Gene may inhibit smokers from quitting

June 30, 2003

Smokers with a particular genetic make-up (genotype) may find it harder to give up their habit, suggest Japanese researchers in Thorax.

The presence of a CYP2A6del allele, a specific form of the gene involved in processing nicotine in the body, may inhibit smokers from quitting, but it also seems to protect against the development of pulmonary emphysema, they conclude.

DNA was taken from 203 current or ex-smokers with suspected COPD and from 123 non-smoking healthy volunteers with few respiratory symptoms. All subjects were interviewed. Among the current or ex-smokers, the number of cigarettes consumed per day, the duration of smoking, and the time elapsed since quitting were recorded. CYP2A6 genotypes were determined in both groups.

The percentage of subjects with a CYP2A6del allele was lower in heavy smokers than in light smokers or non-smokers. It was also lower in ex-smokers than in current smokers.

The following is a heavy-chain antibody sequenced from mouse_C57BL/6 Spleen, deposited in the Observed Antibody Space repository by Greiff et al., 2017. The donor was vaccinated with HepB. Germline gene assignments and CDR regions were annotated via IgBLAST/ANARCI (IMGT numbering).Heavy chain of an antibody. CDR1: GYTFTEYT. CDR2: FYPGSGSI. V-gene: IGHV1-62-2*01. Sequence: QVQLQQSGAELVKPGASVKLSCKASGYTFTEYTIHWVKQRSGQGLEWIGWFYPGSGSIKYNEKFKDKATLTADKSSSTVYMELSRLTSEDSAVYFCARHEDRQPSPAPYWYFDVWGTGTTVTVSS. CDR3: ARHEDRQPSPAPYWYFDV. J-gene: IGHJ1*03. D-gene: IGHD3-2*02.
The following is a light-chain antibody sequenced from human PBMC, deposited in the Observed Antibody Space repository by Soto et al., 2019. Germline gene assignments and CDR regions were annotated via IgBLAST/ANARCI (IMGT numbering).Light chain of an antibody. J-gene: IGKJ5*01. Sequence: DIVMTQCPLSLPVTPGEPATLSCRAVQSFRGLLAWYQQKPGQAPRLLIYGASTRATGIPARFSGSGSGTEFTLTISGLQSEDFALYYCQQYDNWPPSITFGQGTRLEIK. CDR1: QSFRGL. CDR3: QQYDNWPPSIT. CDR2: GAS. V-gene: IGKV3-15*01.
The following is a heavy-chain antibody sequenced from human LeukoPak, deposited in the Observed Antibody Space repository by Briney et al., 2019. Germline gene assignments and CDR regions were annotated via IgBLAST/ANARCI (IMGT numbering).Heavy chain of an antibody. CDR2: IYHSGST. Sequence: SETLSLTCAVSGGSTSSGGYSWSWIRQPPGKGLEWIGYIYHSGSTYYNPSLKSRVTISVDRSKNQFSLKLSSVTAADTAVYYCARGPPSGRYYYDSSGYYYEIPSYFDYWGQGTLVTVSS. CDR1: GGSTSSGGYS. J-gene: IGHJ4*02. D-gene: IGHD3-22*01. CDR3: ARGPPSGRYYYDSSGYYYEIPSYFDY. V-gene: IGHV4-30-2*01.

The CYP2A6del allele appears to restrict the amount of lifelong cigarette consumption in heavy smokers but not in light smokers, say the authors. The CYP2A6del allele also appears to inhibit smokers from quitting smoking and acts as an intrinsic factor against the development of pulmonary emphysema, they write.

"These findings suggest that determination of the genotype will be useful in efficiently withdrawing patients from nicotine dependence in smoking cessation protocols with nicotine containing materials, and will give a new insight into the pathogenesis of smoking induced pulmonary emphysema," they conclude.
-end-


BMJ

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